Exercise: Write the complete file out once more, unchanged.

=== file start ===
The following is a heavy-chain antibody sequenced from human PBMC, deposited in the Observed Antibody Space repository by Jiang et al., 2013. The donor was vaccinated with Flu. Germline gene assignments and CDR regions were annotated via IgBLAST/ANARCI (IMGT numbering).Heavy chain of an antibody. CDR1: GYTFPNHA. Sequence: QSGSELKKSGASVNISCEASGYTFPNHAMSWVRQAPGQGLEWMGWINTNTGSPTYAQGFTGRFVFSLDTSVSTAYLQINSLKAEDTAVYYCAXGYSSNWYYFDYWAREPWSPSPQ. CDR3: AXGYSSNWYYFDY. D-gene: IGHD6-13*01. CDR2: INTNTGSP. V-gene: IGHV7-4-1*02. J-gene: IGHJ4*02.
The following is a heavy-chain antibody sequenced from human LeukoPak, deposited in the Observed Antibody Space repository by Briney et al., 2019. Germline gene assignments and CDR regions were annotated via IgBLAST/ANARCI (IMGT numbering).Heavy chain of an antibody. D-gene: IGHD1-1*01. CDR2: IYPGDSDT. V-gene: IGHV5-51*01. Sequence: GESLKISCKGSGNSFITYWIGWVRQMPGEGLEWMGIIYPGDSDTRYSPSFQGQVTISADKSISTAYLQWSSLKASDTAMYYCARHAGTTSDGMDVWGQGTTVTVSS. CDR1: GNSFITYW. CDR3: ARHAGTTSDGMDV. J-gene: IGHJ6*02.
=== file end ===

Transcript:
The following is a heavy-chain antibody sequenced from human PBMC, deposited in the Observed Antibody Space repository by Jiang et al., 2013. The donor was vaccinated with Flu. Germline gene assignments and CDR regions were annotated via IgBLAST/ANARCI (IMGT numbering).Heavy chain of an antibody. CDR1: GYTFPNHA. Sequence: QSGSELKKSGASVNISCEASGYTFPNHAMSWVRQAPGQGLEWMGWINTNTGSPTYAQGFTGRFVFSLDTSVSTAYLQINSLKAEDTAVYYCAXGYSSNWYYFDYWAREPWSPSPQ. CDR3: AXGYSSNWYYFDY. D-gene: IGHD6-13*01. CDR2: INTNTGSP. V-gene: IGHV7-4-1*02. J-gene: IGHJ4*02.
The following is a heavy-chain antibody sequenced from human LeukoPak, deposited in the Observed Antibody Space repository by Briney et al., 2019. Germline gene assignments and CDR regions were annotated via IgBLAST/ANARCI (IMGT numbering).Heavy chain of an antibody. D-gene: IGHD1-1*01. CDR2: IYPGDSDT. V-gene: IGHV5-51*01. Sequence: GESLKISCKGSGNSFITYWIGWVRQMPGEGLEWMGIIYPGDSDTRYSPSFQGQVTISADKSISTAYLQWSSLKASDTAMYYCARHAGTTSDGMDVWGQGTTVTVSS. CDR1: GNSFITYW. CDR3: ARHAGTTSDGMDV. J-gene: IGHJ6*02.